It’s fair to say that tapas has taken over London during the past few years, be it in the traditional sense of the word, or as shorthand to describe the sharing plates that have become the ubiquitous offering of almost every trendy restaurant opening in the past half decade. It’s a trend – along with one of no reservations – that annoys many, but personally, as a glutton, I enjoy it, as I get to try more things, even if my bank manager doesn’t appreciate the bills it can lead to.
While the Hart Brothers’ Baraffina, Monika Linton’s Brindisa and the Ben Tish-lead Salt Yard Group garner all the attention on the Spanish tapas front,
Condesa on Maiden Lane, Covent Garden, has spent the past four years quietly offering something different. It may not be the most well known of tapas bars – indeed a Google search for reviews only provided results from the general public on sites like TripAdvisor – nothing from mainstream newspapers and the like – but they do have a following, and it’s often busy in the evenings. More importantly, what they are serving up is a breath of fresh air.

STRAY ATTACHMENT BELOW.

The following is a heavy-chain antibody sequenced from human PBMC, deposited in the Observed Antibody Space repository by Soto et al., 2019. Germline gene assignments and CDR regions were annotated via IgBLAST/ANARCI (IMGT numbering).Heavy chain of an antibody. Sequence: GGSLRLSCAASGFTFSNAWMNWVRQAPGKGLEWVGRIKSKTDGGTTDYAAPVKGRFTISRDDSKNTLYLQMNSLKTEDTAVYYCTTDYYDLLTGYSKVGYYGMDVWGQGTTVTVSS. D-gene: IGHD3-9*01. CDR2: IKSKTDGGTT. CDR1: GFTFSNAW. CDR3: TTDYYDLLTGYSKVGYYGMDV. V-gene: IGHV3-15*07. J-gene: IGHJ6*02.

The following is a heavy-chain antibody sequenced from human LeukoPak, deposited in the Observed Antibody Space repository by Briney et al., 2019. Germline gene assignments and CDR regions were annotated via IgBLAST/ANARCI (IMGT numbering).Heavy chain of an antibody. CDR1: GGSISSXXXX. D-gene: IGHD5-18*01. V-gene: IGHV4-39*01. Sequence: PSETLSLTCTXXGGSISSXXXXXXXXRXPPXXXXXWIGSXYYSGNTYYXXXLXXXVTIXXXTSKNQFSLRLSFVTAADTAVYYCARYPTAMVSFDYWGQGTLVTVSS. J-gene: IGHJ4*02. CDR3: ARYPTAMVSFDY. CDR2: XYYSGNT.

Everything about Condesa, named after both a chic bohemian district of Mexico City and the Spanish for countess, reminds you of small tapas bars in Madrid, Barcelona or San Sebastian. On entering, one is confronted by a reassuringly small space, hams hanging in the window, and tiled walls. Like all good tapas bars, the space is dominated by a wide bar running into the room from the doorway, laden with Iberico hams ready to be sliced, cutlery for customers sitting at it or the high tables around the edge of the room, and a little shelving unit of the type that many tapas bars in Spain use to display the pincho they serve. All of this is set in front of a wall of bottles and a large role of brown packing paper that has the daily specials listed on it. Tucked away high on the top shelf you’ll also spot a single blue Día de Muertos skull, the only hint in the décor that this isn’t a purely Spanish tapas bar.